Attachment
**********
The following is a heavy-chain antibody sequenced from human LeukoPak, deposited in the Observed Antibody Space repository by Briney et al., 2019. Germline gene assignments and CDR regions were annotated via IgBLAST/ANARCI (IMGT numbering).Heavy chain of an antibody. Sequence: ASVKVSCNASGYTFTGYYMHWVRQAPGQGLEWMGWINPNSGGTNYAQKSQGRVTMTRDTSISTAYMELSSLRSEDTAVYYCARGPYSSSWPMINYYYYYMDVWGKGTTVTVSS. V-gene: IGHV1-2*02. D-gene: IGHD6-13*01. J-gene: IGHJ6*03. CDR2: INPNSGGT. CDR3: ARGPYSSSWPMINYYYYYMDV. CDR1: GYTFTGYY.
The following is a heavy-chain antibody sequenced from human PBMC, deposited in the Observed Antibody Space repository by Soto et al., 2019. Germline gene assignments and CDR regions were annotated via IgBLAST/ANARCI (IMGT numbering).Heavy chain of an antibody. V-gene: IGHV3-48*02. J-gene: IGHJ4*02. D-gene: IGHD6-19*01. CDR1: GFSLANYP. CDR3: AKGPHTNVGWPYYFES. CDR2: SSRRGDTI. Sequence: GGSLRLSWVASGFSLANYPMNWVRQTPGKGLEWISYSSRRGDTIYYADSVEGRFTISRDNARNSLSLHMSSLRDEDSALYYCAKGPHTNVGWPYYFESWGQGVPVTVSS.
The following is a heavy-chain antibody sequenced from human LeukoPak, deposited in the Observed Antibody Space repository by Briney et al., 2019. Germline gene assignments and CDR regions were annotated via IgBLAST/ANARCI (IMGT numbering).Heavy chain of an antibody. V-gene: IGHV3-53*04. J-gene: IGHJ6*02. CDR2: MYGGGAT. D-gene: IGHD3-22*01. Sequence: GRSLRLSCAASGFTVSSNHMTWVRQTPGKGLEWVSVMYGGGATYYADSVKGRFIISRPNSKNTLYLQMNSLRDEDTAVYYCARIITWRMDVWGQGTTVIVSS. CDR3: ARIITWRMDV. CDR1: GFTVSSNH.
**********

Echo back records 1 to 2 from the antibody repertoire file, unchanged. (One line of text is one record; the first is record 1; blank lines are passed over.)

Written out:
The following is a heavy-chain antibody sequenced from human LeukoPak, deposited in the Observed Antibody Space repository by Briney et al., 2019. Germline gene assignments and CDR regions were annotated via IgBLAST/ANARCI (IMGT numbering).Heavy chain of an antibody. Sequence: ASVKVSCNASGYTFTGYYMHWVRQAPGQGLEWMGWINPNSGGTNYAQKSQGRVTMTRDTSISTAYMELSSLRSEDTAVYYCARGPYSSSWPMINYYYYYMDVWGKGTTVTVSS. V-gene: IGHV1-2*02. D-gene: IGHD6-13*01. J-gene: IGHJ6*03. CDR2: INPNSGGT. CDR3: ARGPYSSSWPMINYYYYYMDV. CDR1: GYTFTGYY.
The following is a heavy-chain antibody sequenced from human PBMC, deposited in the Observed Antibody Space repository by Soto et al., 2019. Germline gene assignments and CDR regions were annotated via IgBLAST/ANARCI (IMGT numbering).Heavy chain of an antibody. V-gene: IGHV3-48*02. J-gene: IGHJ4*02. D-gene: IGHD6-19*01. CDR1: GFSLANYP. CDR3: AKGPHTNVGWPYYFES. CDR2: SSRRGDTI. Sequence: GGSLRLSWVASGFSLANYPMNWVRQTPGKGLEWISYSSRRGDTIYYADSVEGRFTISRDNARNSLSLHMSSLRDEDSALYYCAKGPHTNVGWPYYFESWGQGVPVTVSS.